How Sichuan noodles and baos are made
Iloilo City is home to Filipino-Chinese residents and Chinese restaurants that serve mouthwatering dishes. Naturally, oriental dishes have become a common fare on our dining tables.
These dishes include Sichuan noodles and baos which have been catching some foodies’ attention. So, what are they, where did they come from and how are they made? Find out below.
What is Sichuan noodles?
In the early days, vendors in Sichuan, a southwestern province in China, peddled noodles on the streets using a pole (dan dan) that is hoisted over their shoulders. The ingredients were in one basket and the cookware was on the other. That’s how the name “dan noodles” or “peddler noodles” came about. Nowadays, it is called Sichuan (szechuan) noodles and it is served in Chinese restaurants across the globe.
Like most dishes in its place of origin, Sichuan noodles is inherently spicy. Its sauce has much finely minced garlic and chili pepper. The dish also includes pork or chicken and garnished with ground peanuts, scallions, and sesame seeds.
Sample ingredients of Sichuan noodles
But, not all Sichuan noodles taste exactly the same because of the varied ways chefs prepare the dish. Below are photos of how an Iloilo-based online food business Lazy Susan prepares it. Lazy Susan is a popular seller of Sichuan noodles, bao, and fried rice.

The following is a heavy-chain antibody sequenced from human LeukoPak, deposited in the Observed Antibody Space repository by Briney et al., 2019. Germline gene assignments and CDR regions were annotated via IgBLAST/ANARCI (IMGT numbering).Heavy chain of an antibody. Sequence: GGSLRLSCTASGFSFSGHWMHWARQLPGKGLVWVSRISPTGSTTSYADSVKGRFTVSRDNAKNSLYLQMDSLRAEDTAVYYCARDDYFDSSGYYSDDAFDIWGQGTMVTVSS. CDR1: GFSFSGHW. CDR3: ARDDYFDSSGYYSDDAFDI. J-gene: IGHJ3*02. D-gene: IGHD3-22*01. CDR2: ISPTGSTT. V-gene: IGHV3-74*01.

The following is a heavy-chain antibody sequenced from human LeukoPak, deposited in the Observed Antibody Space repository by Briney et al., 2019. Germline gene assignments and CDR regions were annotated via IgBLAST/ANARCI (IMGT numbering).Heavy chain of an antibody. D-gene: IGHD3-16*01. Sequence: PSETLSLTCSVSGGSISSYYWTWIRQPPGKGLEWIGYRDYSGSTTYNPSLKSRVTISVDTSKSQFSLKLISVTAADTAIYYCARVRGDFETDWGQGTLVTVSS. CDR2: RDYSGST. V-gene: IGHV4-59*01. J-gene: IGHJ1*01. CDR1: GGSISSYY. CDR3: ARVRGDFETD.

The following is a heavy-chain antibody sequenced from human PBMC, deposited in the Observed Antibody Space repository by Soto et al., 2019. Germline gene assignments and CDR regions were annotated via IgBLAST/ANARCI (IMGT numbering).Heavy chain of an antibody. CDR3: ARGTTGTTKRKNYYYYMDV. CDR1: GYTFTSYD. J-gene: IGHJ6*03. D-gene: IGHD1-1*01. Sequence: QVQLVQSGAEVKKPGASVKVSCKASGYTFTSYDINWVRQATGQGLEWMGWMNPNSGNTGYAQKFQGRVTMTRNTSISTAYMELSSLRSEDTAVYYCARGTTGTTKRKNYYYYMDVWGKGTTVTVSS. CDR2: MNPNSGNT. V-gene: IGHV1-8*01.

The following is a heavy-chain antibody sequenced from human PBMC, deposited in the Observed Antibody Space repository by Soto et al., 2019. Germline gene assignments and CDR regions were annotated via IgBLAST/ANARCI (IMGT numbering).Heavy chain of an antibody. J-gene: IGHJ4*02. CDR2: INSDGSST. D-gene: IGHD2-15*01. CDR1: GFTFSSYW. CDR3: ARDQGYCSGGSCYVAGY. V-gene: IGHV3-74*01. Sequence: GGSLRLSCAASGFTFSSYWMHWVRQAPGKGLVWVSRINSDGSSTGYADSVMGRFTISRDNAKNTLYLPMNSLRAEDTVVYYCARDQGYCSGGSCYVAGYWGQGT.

Lazy Susan immerses the noodles in a thick, chili oil-based sauce, and tops it with crispy pork, boiled egg, bok choy (pechay), and ground peanut (optional). A single serving of Lazy Susan’s Sichuan noodles comes with one pork bao while a double serving comes with two barbecue roast baos.
What is a bao?
A bao (also called baozi), is a yeast-leavened bun with a filling and comes in various types. The names vary depending on the cooking style, on the wrapper (thick or thin, fully wrapped or folded), and the filling (meat or vegetarian).
For example, a vegetarian bao is filled with tofu, mushroom, custard, or bean paste and completely covered with slightly thick wrapper dough that is similar to mantou (plain bun).
Meanwhile, Xiaolongbao is pork broth and meat seasoned with onions, ginger, and soy sauce and completely covered with a thin dough. Xiaolongbao looks like a round dumpling.
Do you know that the siopao we Ilonggos love is a bao? Siopao is a steamed bun filled with either chicken, pork, or salted egg. Roberto’s, a famous Chinese restaurant in Iloilo City puts them all together and even offers a version with added bacon and Chinese chorizo.
But, not all baos completely cover their filling. The type of folded bao with pork filling is called Gua bao and in Iloilo City, this type is being offered by Lazy Susan.
Pork bao ingredients
The following photos taken from Lazy Susan’s Facebook page show an example of a Gua bao with barbecue roast pork. Lazy Susan cooks the pork in its special sauce for three hours, making it tender with a sweet, tangy, and smokey taste.
If you wish to cook at home, you can find numerous Sichuan/dan dan noodles and bao recipes on the internet. But if you would rather order and have them delivered to you, consider Lazy Susan.
Sichuan noodles and barbecue roast bao are a perfect combination for snacking. The fiery taste of Sichuan noodles is balanced by the sweet and tangy taste of barbecue. Best paired with soda or any sparkling drink!/
Also read: Ilonggo dishes that will truly make you feel at home